Fresh M. stenopetala leaves were shed dried and crushed manually using mortar and pestle. 1500 g of the crushed leaves were macerated with 70 % ethanol for 72 hrs at room temperature under a rotator shaker (VWR, DS-500 Orbital Shaker, U.S.A) until exhaustion. The extract was first filtered using cotton gauze and later with whatman filter paper No.1. And the extract was concentrated under reduced pressure using rota vapor (Buchi, Rotavapor R-210/215, Swizerland). The filtrate residue obtained was dried on a water bath (DVEKottermann, D-3162, Uetze-Hanigsen/W, Germany) at 40°C overnight and then freeze dried with a lyophilizer (Labconco, 12 L Console Freeze Dry 230v-60 (7754040), Freeze Dry System, USA). The total yield of the extract was calculated to be 20 % (w/w). The dried extract was kept in a refrigerator until further use.


The experiment was performed on adult, healthy male Swiss albino mice with a weight range of 25-30 g. The experimental animals were bred and obtained from the Ethiopian Public Health Institute. All the animals used for this study were kept in standard cages and maintained under controlled laboratory conditions of temperature (22 ± 3°C), humidity and 12 hour day-12 hour night and had free access to food (standard pellet diet) and water ad libitum. The animals were treated humanely throughout the study period adhering to the guideline for use and care of animals in declaration of Helsinki (National Research Council, 2011).

Acute Toxicity Testing

The hydro-ethanolic extract of M. stenopetala leaves were evaluated for its toxicity in female Swiss albino mice at the age of 6-8 weeks, at a dose of 5000 mg/kg body weight according to OECD guidelines No 425 [17]. The animals were deprived of food for 18 hours with free access to water. Immediately after administration of the extract, the animals were carefully observed continuously for the first 4 hr for any overt signs of toxicity and death and then for the next 24 hour. Thereafter, they were kept under close observation up to 14 days to monitor the presence of any signs of morbidity or mortality. The weight of each animal was recorded at the 1st, 7th, and 14th day of administration to verify any weight change that might have occurred. Finally, after cervical dislocation, the mice were dissected at the 14th day to observe gross pathology of the vital organs such as liver and kidney.

Screening for Diuretic Activity

The hydro-ethanolic extract of M. stenopetala leaves was evaluated for its diuretic activity with slight modifications of [18] and other methods [19-23]. Swiss albino mice weighing between 25-30 g were divided into seven groups, (n=8) and were placed in standard metabolic cages. Food/pellet and water was withdrawn 18 hours prior to the experiment session. The different doses of the extract, normal saline and standard drug were administered on the basis of the weight of the animals. All doses of the extract were dissolved in normal saline solution to make the required concentrations and administered orally.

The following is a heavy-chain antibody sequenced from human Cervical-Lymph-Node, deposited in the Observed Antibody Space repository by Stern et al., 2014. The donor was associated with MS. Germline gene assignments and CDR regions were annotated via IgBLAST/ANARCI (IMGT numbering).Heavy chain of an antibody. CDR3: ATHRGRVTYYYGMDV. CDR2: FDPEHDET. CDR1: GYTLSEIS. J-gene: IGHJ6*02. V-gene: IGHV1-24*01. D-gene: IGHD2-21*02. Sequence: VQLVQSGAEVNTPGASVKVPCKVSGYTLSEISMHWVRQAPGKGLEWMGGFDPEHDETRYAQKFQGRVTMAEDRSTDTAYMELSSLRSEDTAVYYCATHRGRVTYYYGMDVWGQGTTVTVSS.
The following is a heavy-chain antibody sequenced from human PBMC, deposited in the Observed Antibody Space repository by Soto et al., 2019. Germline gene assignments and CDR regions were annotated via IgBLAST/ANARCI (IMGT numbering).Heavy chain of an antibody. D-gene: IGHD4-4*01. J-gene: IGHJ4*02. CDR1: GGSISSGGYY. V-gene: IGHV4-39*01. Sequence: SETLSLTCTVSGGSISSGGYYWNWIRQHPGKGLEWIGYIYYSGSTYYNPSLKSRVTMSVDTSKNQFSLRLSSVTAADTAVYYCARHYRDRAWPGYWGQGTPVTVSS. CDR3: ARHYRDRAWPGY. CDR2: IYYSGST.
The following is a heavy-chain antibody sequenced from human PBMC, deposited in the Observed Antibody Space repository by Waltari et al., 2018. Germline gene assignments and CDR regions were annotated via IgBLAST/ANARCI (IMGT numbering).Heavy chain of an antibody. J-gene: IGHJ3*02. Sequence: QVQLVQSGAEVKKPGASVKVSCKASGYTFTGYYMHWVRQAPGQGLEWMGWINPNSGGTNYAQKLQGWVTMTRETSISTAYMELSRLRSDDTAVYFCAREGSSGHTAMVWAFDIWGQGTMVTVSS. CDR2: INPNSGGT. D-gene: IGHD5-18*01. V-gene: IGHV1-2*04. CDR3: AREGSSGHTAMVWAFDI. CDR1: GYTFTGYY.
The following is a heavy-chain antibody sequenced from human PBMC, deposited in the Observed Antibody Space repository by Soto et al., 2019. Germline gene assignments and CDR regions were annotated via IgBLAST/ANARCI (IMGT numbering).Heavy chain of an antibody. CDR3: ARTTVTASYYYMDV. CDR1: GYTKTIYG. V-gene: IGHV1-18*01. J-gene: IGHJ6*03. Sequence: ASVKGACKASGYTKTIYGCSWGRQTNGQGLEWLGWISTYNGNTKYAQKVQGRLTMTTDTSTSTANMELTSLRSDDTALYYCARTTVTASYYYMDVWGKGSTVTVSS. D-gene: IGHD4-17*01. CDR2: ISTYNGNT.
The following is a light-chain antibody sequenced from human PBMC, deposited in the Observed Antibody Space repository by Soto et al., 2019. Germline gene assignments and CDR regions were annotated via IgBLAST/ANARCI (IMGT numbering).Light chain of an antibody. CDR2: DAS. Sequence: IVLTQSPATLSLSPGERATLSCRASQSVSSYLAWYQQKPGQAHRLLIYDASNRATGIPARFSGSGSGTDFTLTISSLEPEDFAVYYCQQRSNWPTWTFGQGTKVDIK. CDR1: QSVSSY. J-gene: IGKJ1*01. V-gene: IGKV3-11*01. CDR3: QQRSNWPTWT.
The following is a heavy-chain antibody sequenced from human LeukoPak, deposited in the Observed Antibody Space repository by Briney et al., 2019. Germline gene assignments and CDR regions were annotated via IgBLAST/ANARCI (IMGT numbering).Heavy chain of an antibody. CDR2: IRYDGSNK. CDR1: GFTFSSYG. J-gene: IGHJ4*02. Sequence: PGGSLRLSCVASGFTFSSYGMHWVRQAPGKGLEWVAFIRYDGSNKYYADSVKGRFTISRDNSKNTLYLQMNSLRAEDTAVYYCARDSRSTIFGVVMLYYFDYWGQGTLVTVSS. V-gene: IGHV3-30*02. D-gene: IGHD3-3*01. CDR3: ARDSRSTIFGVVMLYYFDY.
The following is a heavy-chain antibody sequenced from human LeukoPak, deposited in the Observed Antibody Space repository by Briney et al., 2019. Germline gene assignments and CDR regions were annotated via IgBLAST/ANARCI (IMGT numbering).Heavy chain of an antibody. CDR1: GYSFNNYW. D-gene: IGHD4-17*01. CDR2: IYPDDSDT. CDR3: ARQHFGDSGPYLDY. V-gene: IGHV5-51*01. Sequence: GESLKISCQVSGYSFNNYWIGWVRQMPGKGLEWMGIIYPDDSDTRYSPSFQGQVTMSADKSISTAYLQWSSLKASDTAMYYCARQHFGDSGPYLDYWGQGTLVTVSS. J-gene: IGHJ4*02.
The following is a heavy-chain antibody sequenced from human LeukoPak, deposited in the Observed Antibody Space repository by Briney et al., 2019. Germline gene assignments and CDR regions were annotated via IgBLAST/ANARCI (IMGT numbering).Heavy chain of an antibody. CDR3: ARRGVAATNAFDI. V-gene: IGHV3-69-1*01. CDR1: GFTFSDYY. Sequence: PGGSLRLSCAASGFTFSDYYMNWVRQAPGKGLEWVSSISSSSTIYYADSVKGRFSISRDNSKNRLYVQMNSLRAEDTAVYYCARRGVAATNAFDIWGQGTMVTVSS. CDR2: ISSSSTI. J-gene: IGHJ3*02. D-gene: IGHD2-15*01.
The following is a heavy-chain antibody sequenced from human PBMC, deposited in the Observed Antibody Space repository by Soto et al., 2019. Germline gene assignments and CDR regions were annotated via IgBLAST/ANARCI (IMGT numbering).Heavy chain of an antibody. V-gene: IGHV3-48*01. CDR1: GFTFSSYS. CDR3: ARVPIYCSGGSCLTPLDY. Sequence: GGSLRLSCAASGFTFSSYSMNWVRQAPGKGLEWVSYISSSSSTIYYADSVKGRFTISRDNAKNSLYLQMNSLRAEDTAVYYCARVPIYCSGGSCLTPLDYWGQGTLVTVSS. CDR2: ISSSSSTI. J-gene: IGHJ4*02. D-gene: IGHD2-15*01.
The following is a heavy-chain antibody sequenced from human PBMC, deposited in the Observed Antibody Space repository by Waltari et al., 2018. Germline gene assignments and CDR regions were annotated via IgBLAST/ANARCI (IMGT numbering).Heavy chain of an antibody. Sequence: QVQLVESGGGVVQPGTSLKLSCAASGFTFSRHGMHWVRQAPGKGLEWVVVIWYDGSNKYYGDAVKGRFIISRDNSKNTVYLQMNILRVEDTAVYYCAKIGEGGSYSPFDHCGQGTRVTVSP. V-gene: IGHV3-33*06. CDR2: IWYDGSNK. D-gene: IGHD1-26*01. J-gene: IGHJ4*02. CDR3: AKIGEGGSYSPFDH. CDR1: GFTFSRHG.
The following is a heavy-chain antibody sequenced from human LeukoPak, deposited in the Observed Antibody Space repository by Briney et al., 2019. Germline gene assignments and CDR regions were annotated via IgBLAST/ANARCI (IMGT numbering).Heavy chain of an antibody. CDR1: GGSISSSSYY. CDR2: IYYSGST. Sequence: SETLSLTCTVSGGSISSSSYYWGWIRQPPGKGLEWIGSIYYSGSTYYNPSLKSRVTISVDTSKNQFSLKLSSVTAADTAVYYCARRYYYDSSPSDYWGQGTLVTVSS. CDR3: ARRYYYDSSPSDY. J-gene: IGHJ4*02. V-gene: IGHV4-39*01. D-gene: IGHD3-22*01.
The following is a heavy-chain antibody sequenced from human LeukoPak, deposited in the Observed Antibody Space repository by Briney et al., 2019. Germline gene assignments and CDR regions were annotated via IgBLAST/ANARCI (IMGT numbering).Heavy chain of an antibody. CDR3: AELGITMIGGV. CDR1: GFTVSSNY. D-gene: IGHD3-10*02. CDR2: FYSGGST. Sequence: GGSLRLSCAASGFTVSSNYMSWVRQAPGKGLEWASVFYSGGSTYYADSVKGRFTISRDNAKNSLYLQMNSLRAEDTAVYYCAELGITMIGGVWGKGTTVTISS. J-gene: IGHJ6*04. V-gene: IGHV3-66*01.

Group-1 received normal saline solution (0.9% NaCl), (1 ml/100 g of body weight) and served as control. Group-2 received the standard diuretic drug Furosemide (10 mg/kg body weight) and served as standard. Group-3 to Group-7 received test substance/extract at dose levels of 150, 250, 350, 500, and 1000 mg/kg, respectively. The cumulative urine excreted was measured every 30 minutes for 5 hours in all groups and at the end of 5th hour the collected urine stored at -20 0C until further analysis. The parameters taken were total urine volume, urinary electrolyte concentration of Na+, K+ and Cl-.

Diuretic action, diuretic index, Lipschitz value, diuretic activity, urinary excretion, saluretic activity, natriuretic activity, carbonic anhydrase inhibition, Na+, K+ and Cl- excretion were the parameters determined in order to compare the effects of the test doses of the extract with Furosemide on diuresis [18]. The urinary excretion was calculated as the total urinary output divided by total liquid administered (Formula-1). The ratio of urinary excretion in test group to urinary excretion in the control group was used as a measure of diuretic action of the diuretics (Formula-2). The diuretic activity was also calculated as the ratio of diuretic action of the test substances to that of the standard drug (Formula-3)[24].

Urinary Excretion (EU) = Total Urinary output (VO) × 100% (Formula -1)

Total liquid administered (VI)

Diuretic action = Urinary Excretion in test group (UEt) (Formula -2)

Urinary Excretion in control group (UEc)

Diuretic activity = Diuretic action of test group (DAt) (Formula-3)

Diuretic action of standard drug (DAF)

Determination of Urine Concentration of Ions Excreted

Urinary Na+, K+ and Cl- concentrations of the experimental group (hydro-ethanolic extract), control and standard group were determined using Ion Selective Electrode (ISE) analysis (AVL 9180 Electrolyte Analyzer, Roche, Germany). Dilutions of the urine samples were made as required to bring electrolyte content in the range that can be determined by the electrolyte analyser [25].

Statistical Analysis

Results are expressed as mean (X) ± standard error of mean (S.E.M) and were subjected to biostatistical interpretation by SPSS windows version 20 statistical packages using one way ANOVA followed by Tukey’s post- hoc test for multiple comparisons. The level of significance was set at P < 0.05.


Acute Oral Toxicity

Acute oral toxicity of hydro-ethanolic extract of M. stenopetala leaves was evaluated in female Swiss albino mice aged of 6-8 weeks according to OECD guideline No 425 [17]. On the basis of oral reports of high consumption of the leaves for diet mixed with cultural foods, the chosen highest dose was 5000 mg/kg extract. The acute toxicity study indicated that the extract did not cause mortality within 24 hrs at 5000 mg/kg body weight dose. After 14 days of observation of the experimental mice, no body weight reduction was observed. Gross physical and behavioural observation also revealed no visible signs of toxicity. Additionally, there was no gross pathological alteration (color, size and texture) of the vital organs.